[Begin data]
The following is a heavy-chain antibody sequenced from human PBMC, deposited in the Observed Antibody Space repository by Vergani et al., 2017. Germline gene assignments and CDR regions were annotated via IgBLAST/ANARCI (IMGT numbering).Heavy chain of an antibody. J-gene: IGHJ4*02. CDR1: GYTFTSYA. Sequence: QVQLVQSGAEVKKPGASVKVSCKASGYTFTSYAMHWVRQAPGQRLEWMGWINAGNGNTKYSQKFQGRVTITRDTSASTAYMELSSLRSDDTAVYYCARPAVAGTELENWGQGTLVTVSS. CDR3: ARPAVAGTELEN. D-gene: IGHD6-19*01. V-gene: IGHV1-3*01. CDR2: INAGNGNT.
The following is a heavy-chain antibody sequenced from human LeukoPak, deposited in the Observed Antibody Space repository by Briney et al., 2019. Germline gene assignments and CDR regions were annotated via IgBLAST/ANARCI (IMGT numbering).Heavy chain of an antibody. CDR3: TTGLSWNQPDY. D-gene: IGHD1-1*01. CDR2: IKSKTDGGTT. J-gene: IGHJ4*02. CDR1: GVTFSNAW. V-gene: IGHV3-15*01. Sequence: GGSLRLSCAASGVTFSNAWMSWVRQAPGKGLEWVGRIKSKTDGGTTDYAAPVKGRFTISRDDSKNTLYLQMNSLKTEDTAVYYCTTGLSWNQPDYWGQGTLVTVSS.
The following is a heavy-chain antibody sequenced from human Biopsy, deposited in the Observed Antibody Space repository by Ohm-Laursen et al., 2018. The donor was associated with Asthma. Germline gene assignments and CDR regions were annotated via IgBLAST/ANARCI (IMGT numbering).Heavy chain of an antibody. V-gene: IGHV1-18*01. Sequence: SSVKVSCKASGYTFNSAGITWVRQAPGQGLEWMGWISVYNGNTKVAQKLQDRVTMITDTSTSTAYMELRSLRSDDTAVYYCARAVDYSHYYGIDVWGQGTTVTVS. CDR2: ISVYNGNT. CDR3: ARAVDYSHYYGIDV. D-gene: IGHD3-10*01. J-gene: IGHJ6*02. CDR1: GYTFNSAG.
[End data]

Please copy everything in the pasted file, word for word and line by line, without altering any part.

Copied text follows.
The following is a heavy-chain antibody sequenced from human PBMC, deposited in the Observed Antibody Space repository by Vergani et al., 2017. Germline gene assignments and CDR regions were annotated via IgBLAST/ANARCI (IMGT numbering).Heavy chain of an antibody. J-gene: IGHJ4*02. CDR1: GYTFTSYA. Sequence: QVQLVQSGAEVKKPGASVKVSCKASGYTFTSYAMHWVRQAPGQRLEWMGWINAGNGNTKYSQKFQGRVTITRDTSASTAYMELSSLRSDDTAVYYCARPAVAGTELENWGQGTLVTVSS. CDR3: ARPAVAGTELEN. D-gene: IGHD6-19*01. V-gene: IGHV1-3*01. CDR2: INAGNGNT.
The following is a heavy-chain antibody sequenced from human LeukoPak, deposited in the Observed Antibody Space repository by Briney et al., 2019. Germline gene assignments and CDR regions were annotated via IgBLAST/ANARCI (IMGT numbering).Heavy chain of an antibody. CDR3: TTGLSWNQPDY. D-gene: IGHD1-1*01. CDR2: IKSKTDGGTT. J-gene: IGHJ4*02. CDR1: GVTFSNAW. V-gene: IGHV3-15*01. Sequence: GGSLRLSCAASGVTFSNAWMSWVRQAPGKGLEWVGRIKSKTDGGTTDYAAPVKGRFTISRDDSKNTLYLQMNSLKTEDTAVYYCTTGLSWNQPDYWGQGTLVTVSS.
The following is a heavy-chain antibody sequenced from human Biopsy, deposited in the Observed Antibody Space repository by Ohm-Laursen et al., 2018. The donor was associated with Asthma. Germline gene assignments and CDR regions were annotated via IgBLAST/ANARCI (IMGT numbering).Heavy chain of an antibody. V-gene: IGHV1-18*01. Sequence: SSVKVSCKASGYTFNSAGITWVRQAPGQGLEWMGWISVYNGNTKVAQKLQDRVTMITDTSTSTAYMELRSLRSDDTAVYYCARAVDYSHYYGIDVWGQGTTVTVS. CDR2: ISVYNGNT. CDR3: ARAVDYSHYYGIDV. D-gene: IGHD3-10*01. J-gene: IGHJ6*02. CDR1: GYTFNSAG.